Dr. Nazli Turken, an Associate Professor of Practice at the JHU Carey Business School, studies the environmental and social sustainability of supply chains.  

To conduct this research, Dr. Turken uses both mathematical models and qualitative methodologies, along with two approaches — reactive and proactive. In the reactive approach, she builds mathematical optimization models to study companies’ responses to environmental regulations in their supply chains. Alternatively, the proactive approach explores more holistic strategies including circular economies, industrial symbiosis, and biomimicry, and their impact on supply chains.   

We sat down with Dr. Turken to learn more about her research:  

Describe the intention of your research as it relates to sustainability.  

“As someone in a business school and with an industrial engineering background, I know that the goal of most firms is to maximize profit,” says Dr. Turken. “I find profit-maximizing firms’ optimal responses to local environmental regulations and the subsequent impacts throughout their supply chain.” 

“My intention is to identify win-win scenarios,” she says. “The combination of supply chain policies and environmental regulation that reduces both cost and environmental impact.”   

What is the importance of environmental research in this field?  

“In the business context, the word sustainability means the ability of firms to exist now and in the future,” says Dr. Turken. 

There are many environmental problems that have costly impacts on firms and supply chains, she says. Extreme weather events, for example, can disrupt raw material acquisition and transportation, causing crippling effects down the supply chain and pressure from consumers. Preparing proactively for these types of events, says Dr. Turken, can ensure sustainability for businesses.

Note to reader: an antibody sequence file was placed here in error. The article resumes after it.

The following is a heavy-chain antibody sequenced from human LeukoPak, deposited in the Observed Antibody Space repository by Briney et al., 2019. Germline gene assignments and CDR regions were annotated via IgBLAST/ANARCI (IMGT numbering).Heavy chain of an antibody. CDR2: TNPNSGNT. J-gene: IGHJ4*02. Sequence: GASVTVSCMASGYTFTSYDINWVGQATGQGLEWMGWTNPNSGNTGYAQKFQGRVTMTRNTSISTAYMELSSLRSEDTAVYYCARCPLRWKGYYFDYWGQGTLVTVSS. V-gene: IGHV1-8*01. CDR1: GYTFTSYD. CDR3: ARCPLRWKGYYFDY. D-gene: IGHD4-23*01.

Dr. Turken also studies greenhouse gas emissions of companies. “About 90% of them come from supply chains, so to reduce those emissions we have to look at supply chains and how we can make changes there,” she says. 

What are the greater implications of your research? How could your findings contribute to a more sustainable future?  

“What my colleagues and I find in most of our research is that sometimes local and regional environmental regulations may actually increase overall supply chain emissions,” says Dr. Turken.  

“Sustainability research in supply chains can identify which scenarios might be cost efficient in the long term to convince companies to invest in green technologies.” 

“Our research identifies scenarios and environmental regulations where the overall supply chain emissions decrease. For instance, strategically, the economic advantages of scale often surpass mild regulatory penalties, leading to higher supply chain emissions due to carbon leakage. Instead, substantial lump sum penalties with moderate limits effectively reduce both regional and transportation emissions. Although not the regulation our research suggests, the recent implementation of the Carbon Border Adjustment Mechanism (CBAM) in Europe is a remarkable solution for addressing this carbon leakage.” 

In identifying these “win-win” scenarios, Dr. Turken must consider not only environmental best practices, but the firm’s interests and priorities.  

“Research has come up with very innovative ways of reducing emissions, but if it costs too much or there is no return investment, companies are not going to implement it,” says Dr. Turken. “Sustainability research in supply chains can identify which scenarios might be cost efficient in the long term to convince companies to invest in green technologies.” 


How did you become interested in this field? 

Dr. Turken was first introduced to this intersection between business and environment during her senior year at Pennsylvania State University, where she received a B.S. in Industrial and Manufacturing Engineering.  

At the time, Dr. Turken chose a project that focused on lead-free circuit board manufacturing. An environmental regulation limiting lead had recently passed in Europe, she says, and she recalls the panic of companies as a result. She knew, however, the negative health and environmental impacts of lead.  

“I realized the importance of trying to find cost-efficient ways to convince companies to invest in green or clean technologies,” says Dr. Turken.  

When Dr. Turken began her Ph.D. in Operations Management at the University of Florida, she was stuck between selecting environmental science or operations management as a focus area. With her background and interests in cost-reduction and profit-maximization, she pursued operations management — but has found a way to combine both interests and disciplines to contribute to a more sustainable future.